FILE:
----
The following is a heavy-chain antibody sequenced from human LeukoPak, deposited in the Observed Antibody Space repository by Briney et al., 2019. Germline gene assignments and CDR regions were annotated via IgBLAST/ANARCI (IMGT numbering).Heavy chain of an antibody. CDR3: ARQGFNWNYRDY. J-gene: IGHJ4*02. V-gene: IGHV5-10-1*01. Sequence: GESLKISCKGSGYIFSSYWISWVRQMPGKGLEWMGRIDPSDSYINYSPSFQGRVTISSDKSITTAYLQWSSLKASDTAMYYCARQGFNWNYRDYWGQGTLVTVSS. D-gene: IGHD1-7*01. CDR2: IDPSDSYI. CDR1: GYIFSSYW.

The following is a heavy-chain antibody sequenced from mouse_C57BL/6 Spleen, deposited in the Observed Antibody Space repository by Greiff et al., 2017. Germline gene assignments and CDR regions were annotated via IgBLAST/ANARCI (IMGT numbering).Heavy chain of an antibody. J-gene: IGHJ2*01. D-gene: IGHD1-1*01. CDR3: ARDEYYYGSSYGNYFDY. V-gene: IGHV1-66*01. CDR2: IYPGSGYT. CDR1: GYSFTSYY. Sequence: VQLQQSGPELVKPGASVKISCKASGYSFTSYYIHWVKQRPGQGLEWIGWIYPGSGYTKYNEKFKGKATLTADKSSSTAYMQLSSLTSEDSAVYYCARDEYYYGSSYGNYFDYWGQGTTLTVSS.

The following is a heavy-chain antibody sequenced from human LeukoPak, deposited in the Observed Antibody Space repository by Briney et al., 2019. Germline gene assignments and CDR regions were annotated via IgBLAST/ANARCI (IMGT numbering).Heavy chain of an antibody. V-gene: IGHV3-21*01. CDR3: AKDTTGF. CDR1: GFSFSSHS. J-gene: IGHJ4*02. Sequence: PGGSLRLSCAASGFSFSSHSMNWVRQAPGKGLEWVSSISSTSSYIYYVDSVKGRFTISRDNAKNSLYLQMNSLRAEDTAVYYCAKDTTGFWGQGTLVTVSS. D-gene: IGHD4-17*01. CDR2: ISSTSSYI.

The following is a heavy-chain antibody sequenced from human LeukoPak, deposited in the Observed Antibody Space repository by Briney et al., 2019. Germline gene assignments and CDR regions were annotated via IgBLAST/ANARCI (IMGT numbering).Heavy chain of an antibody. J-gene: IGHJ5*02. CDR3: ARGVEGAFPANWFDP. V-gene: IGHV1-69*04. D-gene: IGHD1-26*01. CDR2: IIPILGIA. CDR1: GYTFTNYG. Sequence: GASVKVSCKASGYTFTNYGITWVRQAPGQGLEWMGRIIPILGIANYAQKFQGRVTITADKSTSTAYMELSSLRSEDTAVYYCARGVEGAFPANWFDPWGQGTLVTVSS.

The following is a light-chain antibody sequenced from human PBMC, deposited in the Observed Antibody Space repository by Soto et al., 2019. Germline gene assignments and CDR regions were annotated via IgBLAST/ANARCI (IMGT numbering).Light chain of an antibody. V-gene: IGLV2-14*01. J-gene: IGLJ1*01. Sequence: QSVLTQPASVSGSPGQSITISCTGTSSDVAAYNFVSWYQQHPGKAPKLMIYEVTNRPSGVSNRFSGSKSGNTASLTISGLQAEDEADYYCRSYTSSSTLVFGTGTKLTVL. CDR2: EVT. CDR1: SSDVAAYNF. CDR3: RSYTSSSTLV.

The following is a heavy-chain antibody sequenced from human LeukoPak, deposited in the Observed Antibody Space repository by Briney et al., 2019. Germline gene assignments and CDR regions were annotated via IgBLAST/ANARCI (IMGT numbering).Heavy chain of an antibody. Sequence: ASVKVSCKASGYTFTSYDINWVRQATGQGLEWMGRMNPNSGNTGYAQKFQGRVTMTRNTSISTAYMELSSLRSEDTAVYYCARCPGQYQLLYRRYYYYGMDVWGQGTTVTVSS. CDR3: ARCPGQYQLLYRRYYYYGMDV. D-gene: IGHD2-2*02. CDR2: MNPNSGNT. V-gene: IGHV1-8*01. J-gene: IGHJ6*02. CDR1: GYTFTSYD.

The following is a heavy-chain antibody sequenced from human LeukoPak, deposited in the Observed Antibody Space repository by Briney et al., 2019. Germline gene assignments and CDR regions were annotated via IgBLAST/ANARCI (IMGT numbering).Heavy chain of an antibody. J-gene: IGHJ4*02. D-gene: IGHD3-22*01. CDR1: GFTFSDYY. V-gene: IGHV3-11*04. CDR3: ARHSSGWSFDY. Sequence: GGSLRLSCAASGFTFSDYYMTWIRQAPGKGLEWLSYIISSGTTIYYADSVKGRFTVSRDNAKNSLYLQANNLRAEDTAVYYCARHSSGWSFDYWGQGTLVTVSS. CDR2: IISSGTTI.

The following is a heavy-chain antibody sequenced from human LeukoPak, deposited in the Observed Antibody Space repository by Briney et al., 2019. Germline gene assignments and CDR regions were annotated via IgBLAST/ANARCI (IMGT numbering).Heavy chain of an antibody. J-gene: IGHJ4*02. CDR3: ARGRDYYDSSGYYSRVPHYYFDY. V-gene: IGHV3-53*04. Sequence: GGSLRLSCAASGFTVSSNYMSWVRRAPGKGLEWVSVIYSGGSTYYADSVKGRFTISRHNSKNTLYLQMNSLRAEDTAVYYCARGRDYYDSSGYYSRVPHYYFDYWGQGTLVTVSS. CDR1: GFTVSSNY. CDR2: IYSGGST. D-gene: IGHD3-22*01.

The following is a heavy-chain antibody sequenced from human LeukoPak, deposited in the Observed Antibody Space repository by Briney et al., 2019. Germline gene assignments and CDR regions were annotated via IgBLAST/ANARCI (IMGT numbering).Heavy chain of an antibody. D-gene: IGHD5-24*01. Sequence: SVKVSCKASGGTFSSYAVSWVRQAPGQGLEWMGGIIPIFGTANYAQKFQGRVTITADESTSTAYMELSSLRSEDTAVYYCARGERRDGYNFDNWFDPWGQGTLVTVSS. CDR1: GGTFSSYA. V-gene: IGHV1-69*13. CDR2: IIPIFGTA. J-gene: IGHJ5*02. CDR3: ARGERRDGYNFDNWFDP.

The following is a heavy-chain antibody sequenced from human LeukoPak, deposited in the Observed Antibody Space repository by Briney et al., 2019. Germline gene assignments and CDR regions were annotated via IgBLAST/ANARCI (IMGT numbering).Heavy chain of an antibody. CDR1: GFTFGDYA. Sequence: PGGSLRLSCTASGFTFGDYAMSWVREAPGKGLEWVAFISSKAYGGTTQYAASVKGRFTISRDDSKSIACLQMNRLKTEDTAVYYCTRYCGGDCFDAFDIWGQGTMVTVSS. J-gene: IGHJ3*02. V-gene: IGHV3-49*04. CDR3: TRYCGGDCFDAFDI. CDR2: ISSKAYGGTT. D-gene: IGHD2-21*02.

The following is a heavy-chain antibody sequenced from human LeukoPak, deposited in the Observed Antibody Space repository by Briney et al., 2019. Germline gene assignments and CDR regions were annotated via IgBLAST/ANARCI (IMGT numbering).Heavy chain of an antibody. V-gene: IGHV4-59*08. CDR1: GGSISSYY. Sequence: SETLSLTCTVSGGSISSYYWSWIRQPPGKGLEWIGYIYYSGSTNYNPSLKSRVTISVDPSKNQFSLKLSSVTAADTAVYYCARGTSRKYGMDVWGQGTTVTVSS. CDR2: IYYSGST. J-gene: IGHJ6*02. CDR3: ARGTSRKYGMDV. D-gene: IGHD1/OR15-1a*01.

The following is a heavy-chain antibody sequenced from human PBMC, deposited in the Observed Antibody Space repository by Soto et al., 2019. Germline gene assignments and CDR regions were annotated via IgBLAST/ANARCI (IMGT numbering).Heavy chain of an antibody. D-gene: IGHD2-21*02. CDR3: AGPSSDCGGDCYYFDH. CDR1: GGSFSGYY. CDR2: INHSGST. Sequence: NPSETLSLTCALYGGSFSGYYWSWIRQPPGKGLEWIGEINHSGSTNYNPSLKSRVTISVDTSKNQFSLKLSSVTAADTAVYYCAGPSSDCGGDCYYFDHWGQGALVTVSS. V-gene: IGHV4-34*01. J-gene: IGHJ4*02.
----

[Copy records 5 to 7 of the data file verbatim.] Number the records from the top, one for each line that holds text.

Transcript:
The following is a light-chain antibody sequenced from human PBMC, deposited in the Observed Antibody Space repository by Soto et al., 2019. Germline gene assignments and CDR regions were annotated via IgBLAST/ANARCI (IMGT numbering).Light chain of an antibody. V-gene: IGLV2-14*01. J-gene: IGLJ1*01. Sequence: QSVLTQPASVSGSPGQSITISCTGTSSDVAAYNFVSWYQQHPGKAPKLMIYEVTNRPSGVSNRFSGSKSGNTASLTISGLQAEDEADYYCRSYTSSSTLVFGTGTKLTVL. CDR2: EVT. CDR1: SSDVAAYNF. CDR3: RSYTSSSTLV.

The following is a heavy-chain antibody sequenced from human LeukoPak, deposited in the Observed Antibody Space repository by Briney et al., 2019. Germline gene assignments and CDR regions were annotated via IgBLAST/ANARCI (IMGT numbering).Heavy chain of an antibody. Sequence: ASVKVSCKASGYTFTSYDINWVRQATGQGLEWMGRMNPNSGNTGYAQKFQGRVTMTRNTSISTAYMELSSLRSEDTAVYYCARCPGQYQLLYRRYYYYGMDVWGQGTTVTVSS. CDR3: ARCPGQYQLLYRRYYYYGMDV. D-gene: IGHD2-2*02. CDR2: MNPNSGNT. V-gene: IGHV1-8*01. J-gene: IGHJ6*02. CDR1: GYTFTSYD.

The following is a heavy-chain antibody sequenced from human LeukoPak, deposited in the Observed Antibody Space repository by Briney et al., 2019. Germline gene assignments and CDR regions were annotated via IgBLAST/ANARCI (IMGT numbering).Heavy chain of an antibody. J-gene: IGHJ4*02. D-gene: IGHD3-22*01. CDR1: GFTFSDYY. V-gene: IGHV3-11*04. CDR3: ARHSSGWSFDY. Sequence: GGSLRLSCAASGFTFSDYYMTWIRQAPGKGLEWLSYIISSGTTIYYADSVKGRFTVSRDNAKNSLYLQANNLRAEDTAVYYCARHSSGWSFDYWGQGTLVTVSS. CDR2: IISSGTTI.